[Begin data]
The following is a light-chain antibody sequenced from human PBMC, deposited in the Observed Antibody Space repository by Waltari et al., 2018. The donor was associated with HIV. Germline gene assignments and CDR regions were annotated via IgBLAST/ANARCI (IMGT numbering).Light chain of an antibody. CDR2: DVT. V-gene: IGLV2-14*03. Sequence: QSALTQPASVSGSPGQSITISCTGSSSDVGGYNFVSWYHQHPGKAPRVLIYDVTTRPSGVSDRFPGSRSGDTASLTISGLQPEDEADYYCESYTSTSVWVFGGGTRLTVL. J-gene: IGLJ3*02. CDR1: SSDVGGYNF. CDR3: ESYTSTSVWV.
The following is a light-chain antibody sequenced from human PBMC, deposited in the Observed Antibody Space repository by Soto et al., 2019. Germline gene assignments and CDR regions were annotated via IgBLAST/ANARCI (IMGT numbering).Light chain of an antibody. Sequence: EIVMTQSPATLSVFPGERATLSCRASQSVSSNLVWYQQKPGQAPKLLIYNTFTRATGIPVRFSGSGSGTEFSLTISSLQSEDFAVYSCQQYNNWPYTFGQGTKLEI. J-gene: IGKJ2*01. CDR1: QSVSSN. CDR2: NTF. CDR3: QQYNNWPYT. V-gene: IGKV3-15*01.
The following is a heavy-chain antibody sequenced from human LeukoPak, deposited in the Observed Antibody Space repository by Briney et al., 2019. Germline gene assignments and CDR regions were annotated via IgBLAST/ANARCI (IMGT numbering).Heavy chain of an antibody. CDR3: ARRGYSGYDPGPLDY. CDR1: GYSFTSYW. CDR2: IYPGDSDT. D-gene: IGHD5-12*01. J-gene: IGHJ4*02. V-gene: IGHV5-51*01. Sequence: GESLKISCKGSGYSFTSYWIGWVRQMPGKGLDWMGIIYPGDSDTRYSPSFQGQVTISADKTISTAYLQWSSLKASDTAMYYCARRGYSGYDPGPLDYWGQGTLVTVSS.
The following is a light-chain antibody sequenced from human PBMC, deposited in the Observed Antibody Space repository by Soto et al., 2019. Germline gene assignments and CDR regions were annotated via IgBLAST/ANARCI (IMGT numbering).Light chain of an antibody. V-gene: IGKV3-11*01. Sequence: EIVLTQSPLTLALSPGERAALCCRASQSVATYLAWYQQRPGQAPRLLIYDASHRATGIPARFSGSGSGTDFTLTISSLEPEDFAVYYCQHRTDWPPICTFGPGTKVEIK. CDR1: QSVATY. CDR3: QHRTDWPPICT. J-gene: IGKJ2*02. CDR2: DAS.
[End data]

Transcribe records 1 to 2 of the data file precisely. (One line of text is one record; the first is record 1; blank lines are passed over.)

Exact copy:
The following is a light-chain antibody sequenced from human PBMC, deposited in the Observed Antibody Space repository by Waltari et al., 2018. The donor was associated with HIV. Germline gene assignments and CDR regions were annotated via IgBLAST/ANARCI (IMGT numbering).Light chain of an antibody. CDR2: DVT. V-gene: IGLV2-14*03. Sequence: QSALTQPASVSGSPGQSITISCTGSSSDVGGYNFVSWYHQHPGKAPRVLIYDVTTRPSGVSDRFPGSRSGDTASLTISGLQPEDEADYYCESYTSTSVWVFGGGTRLTVL. J-gene: IGLJ3*02. CDR1: SSDVGGYNF. CDR3: ESYTSTSVWV.
The following is a light-chain antibody sequenced from human PBMC, deposited in the Observed Antibody Space repository by Soto et al., 2019. Germline gene assignments and CDR regions were annotated via IgBLAST/ANARCI (IMGT numbering).Light chain of an antibody. Sequence: EIVMTQSPATLSVFPGERATLSCRASQSVSSNLVWYQQKPGQAPKLLIYNTFTRATGIPVRFSGSGSGTEFSLTISSLQSEDFAVYSCQQYNNWPYTFGQGTKLEI. J-gene: IGKJ2*01. CDR1: QSVSSN. CDR2: NTF. CDR3: QQYNNWPYT. V-gene: IGKV3-15*01.